Among House Republicans, frustrations with Senate Democrats run deep.
“The House has done its job and passed budgets, and we will again this year,” said Rep. Cathy McMorris Rodgers (R) of Washington, the GOP’s fourth-ranking member in the House, in a statement. “But the United States Senate is approaching four years without having passed a budget, and that must end because the Democratic majority in Washington is short-changing the American people.”
With their proposal, House Republicans are attempting to link the debt-ceiling fight to an idea with bipartisan appeal. The centrist political advocacy group No Labels and Rep. Jim Cooper (D) of Tennessee have pushed for “no budget, no pay” schemes. Existing “no budget, no pay” legislation has several dozen House sponsors of both parties (though the preponderance are Republican) and a dozen supporters in the Senate (all but one from the GOP).
But linking lawmakers’ pay to passing a budget does have issues, both legislative and philosophical.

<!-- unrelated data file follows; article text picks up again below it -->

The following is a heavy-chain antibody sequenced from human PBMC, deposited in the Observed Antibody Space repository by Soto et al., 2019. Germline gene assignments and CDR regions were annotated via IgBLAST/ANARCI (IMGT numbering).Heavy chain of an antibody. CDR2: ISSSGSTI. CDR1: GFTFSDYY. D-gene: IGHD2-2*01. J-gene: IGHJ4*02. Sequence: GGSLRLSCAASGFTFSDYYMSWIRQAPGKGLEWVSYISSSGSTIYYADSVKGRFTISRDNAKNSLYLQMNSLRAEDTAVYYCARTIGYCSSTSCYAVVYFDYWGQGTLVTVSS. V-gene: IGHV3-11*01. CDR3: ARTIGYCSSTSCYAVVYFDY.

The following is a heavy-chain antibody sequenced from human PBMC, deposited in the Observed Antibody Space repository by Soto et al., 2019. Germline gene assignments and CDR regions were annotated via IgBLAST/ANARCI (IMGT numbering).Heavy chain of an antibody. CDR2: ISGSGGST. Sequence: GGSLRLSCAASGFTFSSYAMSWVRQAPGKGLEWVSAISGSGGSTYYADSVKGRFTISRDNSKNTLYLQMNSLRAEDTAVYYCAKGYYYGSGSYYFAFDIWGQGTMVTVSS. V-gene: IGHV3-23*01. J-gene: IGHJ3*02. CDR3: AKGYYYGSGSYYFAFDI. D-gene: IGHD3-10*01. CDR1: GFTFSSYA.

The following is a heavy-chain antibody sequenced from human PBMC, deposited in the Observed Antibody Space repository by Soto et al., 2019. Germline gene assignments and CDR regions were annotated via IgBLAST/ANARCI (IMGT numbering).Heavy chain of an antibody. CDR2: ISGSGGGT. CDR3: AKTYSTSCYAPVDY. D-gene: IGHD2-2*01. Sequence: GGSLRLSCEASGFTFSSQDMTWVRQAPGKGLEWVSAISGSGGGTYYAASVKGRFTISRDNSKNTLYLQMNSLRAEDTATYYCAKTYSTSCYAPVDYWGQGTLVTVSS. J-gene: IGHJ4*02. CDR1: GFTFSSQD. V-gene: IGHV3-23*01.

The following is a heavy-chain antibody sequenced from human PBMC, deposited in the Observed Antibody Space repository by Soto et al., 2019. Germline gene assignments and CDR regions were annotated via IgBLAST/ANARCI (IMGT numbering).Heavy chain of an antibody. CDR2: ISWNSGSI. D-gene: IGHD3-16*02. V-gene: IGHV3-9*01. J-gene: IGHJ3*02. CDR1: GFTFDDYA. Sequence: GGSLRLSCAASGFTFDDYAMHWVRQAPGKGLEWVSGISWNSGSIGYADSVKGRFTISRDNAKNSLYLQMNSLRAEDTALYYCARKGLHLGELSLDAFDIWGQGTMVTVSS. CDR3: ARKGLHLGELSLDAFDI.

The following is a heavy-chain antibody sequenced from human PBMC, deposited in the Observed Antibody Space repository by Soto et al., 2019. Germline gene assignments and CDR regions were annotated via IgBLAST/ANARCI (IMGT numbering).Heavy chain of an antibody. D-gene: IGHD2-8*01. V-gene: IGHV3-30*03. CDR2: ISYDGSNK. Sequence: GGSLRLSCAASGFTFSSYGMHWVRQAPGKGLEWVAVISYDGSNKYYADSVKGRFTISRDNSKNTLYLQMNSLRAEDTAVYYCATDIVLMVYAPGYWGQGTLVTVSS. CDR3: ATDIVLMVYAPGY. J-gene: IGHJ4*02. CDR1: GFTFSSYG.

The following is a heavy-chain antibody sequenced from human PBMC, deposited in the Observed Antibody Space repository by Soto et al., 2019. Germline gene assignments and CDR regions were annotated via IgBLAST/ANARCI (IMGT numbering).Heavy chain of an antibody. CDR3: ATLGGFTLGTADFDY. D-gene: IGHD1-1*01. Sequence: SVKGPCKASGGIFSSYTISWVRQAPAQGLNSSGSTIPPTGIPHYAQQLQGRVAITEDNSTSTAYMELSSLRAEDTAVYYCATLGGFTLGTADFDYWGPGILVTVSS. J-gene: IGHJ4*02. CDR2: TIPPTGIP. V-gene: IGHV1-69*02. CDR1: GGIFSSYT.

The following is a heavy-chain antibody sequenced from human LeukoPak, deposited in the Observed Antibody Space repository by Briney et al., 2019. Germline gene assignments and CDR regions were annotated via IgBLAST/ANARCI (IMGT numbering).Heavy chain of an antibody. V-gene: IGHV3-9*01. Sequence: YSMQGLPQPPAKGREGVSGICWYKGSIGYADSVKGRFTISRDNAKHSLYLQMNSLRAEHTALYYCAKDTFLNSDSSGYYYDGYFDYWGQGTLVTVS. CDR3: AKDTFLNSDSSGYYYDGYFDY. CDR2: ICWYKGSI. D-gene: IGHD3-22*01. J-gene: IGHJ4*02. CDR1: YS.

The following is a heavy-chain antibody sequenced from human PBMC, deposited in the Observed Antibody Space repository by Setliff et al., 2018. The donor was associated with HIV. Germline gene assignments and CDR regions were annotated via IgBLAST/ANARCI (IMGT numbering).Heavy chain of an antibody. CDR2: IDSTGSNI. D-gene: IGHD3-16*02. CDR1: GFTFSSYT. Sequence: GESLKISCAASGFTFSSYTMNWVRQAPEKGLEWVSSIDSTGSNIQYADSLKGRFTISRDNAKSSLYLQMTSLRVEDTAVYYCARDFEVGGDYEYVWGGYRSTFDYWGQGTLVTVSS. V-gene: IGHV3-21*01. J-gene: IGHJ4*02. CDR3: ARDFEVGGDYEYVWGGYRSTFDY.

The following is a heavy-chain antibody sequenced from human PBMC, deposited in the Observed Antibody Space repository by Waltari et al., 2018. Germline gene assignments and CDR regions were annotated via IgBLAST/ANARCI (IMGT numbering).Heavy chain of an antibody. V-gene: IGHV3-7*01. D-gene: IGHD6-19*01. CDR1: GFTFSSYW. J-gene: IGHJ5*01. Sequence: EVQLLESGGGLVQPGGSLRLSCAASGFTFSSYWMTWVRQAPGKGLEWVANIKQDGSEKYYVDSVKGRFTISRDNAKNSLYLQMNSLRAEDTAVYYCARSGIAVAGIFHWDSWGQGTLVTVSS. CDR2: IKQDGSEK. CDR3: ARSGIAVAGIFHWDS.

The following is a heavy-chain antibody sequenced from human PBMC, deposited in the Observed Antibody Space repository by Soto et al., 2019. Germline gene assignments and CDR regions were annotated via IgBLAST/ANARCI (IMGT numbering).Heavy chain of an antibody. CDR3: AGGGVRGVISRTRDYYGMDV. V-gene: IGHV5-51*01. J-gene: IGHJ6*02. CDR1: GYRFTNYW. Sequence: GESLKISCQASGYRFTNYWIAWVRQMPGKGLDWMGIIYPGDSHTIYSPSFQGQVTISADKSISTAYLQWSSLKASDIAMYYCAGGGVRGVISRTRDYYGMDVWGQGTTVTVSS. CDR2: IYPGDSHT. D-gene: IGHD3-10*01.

First, the “no budget, no pay” scheme has one very prominent Senate detractor: majority leader Harry Reid (D) of Nevada, who has called the legislation “stupid.” On Friday, Senator Reid’s office didn't endorse the GOP's offer, asking instead for a "clean" – or attachment-free – debt-ceiling increase, but neither did it shoot down the idea entirely.
“It is reassuring to see Republicans beginning to back off their threat to hold our economy hostage,” said Adam Jentleson, a Reid spokesman, in a statement. “If the House can pass a clean debt ceiling increase to avoid default and allow the United States to meet its existing obligations, we will be happy to consider it.”